Planners made the hierarchy of centers, first introduced in 1950, a guid-ing principle of the master plan. The local community was designated as the primary form of social organization. Each local community was served by a center that catered to everyday needs, including self-service supermarkets, which were a relatively new concept in Yugoslavia. Several local communities would be grouped into a rejon, which contained up to one hundred thousand inhabitants and would have its own center, complete with a department store, a movie theater, libraries, and businesses that served occasional needs.
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To connect the inhabitants of this more decentralized, more expansive, mul-tipolar city, the master plan provided for the construction of a rapid-transit rail system. Three lines were planned: two lines that ran from east to west, crossing the Sava River, and one line running north-south. This new public transportation system would allow town planners to redirect a detrimental trend: the skyrocketing rate of automobile ownership, a unique trend in so-cialist Eastern Europe. Planners estimated that half of the population could be convinced to take public transportation to work. Citizens would be encouraged to take public transportation into the city center through a combination of pos-itive and negative incentives. In addition, regional and international highways, which currently ran straight through Belgrade’s city center, would be rerouted around the city. At the same time, new parking structures were planned in the downtown area. 56
The Town Planning Institute invested substantial efforts into familiarizing the public with the proposed master plan. As a result of these efforts, it would claim that it had involved Belgrade’s citizenry in the production of the plan. Borislav Stojkov, a participant in the planning team, highlighted the transpar-ency of the planning process, “beginning with its preliminary studies, through the alternative solutions, to the final ideas. ? He praised the overall framework for including the citizenry as “a significant bridge to our finding a few differ-ent forms for collaborative decision-making with the public. ?57 In actuality, as had been the case in 1950, the public had very little say in the final out-come. To begin with, the general population was not involved in generating or selecting the objectives that were used to test the alternative models of Bel-
Home Design 7.4. Building on Mose Pijada (Decanska) Street in the summer of 1959, which would be de-stroyed to make way for a tunnel entrance. Tanjug news agency, 08605/15. grade’s growth. The city’s planners only consulted the public when they had already developed the master plan proposal. Nonetheless, the Town Planning Institute’s ambitious program for publicizing the proposed plan to a variety of audiences, collecting their impressions, and obtaining their support was unprecedented not only in Yugoslavia but also in the history of state socialism in Eastern Europe. Furthermore, it undertook this program at its own initiative, as the law mandated much more limited public discussion of the master Home Design 7.5. By the early 1970s, such old buildings were no longer obstacles but rather treasures. This cover of the 1972 master plan publication juxtaposes the city’s previously maligned old buildings, bathed in light, with new buildings. Plan draft immediately prior to its consideration by the Municipal Council. 58 Belgrade’s planners saw this effort as a step toward the realization of selfmanagement. As Stojkov explained, the idea that it was necessary to include the public in the creation of the plan “is in line with the way in which socialist relations are developing in our society, that is, in line with the principles of di-rect democracy and deciding for oneself. ? In other words, he added, the public should provide guidance in the decision-making phase. 59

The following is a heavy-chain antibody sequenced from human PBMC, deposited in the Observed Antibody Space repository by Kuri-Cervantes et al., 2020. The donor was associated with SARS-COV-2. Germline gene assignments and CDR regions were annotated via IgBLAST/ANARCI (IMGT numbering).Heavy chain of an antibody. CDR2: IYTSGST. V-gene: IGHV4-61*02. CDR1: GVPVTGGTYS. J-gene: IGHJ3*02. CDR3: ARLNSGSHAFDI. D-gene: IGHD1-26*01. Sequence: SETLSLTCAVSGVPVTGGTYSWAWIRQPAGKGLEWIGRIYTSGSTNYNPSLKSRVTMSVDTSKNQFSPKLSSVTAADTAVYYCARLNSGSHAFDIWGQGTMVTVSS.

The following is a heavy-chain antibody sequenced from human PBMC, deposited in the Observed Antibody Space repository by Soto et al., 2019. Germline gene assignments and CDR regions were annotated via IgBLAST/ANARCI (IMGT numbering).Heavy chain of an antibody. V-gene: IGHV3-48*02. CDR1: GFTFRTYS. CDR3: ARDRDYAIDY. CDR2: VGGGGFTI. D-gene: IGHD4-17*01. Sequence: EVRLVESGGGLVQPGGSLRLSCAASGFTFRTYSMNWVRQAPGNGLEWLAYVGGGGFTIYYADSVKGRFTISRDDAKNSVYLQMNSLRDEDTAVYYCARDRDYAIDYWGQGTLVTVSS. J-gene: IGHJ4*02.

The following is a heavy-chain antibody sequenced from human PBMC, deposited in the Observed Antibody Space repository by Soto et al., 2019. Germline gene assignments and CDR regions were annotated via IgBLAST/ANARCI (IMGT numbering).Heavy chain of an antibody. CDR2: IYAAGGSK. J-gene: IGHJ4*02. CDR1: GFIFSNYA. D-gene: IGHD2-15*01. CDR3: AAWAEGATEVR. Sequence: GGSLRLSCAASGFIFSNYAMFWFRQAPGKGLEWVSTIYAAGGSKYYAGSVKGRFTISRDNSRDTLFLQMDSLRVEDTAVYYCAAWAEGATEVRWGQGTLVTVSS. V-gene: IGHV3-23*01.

The first phase of public consultations took place in the summer and fall of 1971. During the first month, gatherings were held to familiarize relevant municipal institutions, planning professionals, and political organizations with the preliminary draft of the master plan. The plan was also presented to a group of American students, the director of the Detroit urban planning commission, and a group of American congressmen. An exhibit on the master plan opened at the Town Planning Institute, which could be visited every day between eight in the morning and eight in the evening. Visitors to the exhibit were invited to leave their suggestions in commentary blogs. The plan was also presented at three international urban planning events that took place that summer in Yugoslavia. This high-profile and innovative project made it clear that Belgrade’s Town Planning Institute clearly wished to raise its international profile. 60
Printed matter about the plan was disseminated in a variety of forms: four thousand copies of the “General Report on the Master Plan Proposal” were printed, and a shorter version was published in Komunalne novosti (The communal news), of which two hundred thousand copies were distributed to all tenant households in Belgrade. Additionally, a prospectus was published in Serbian, English, French, and Russian and given to visitors to the master plan exhibit. 61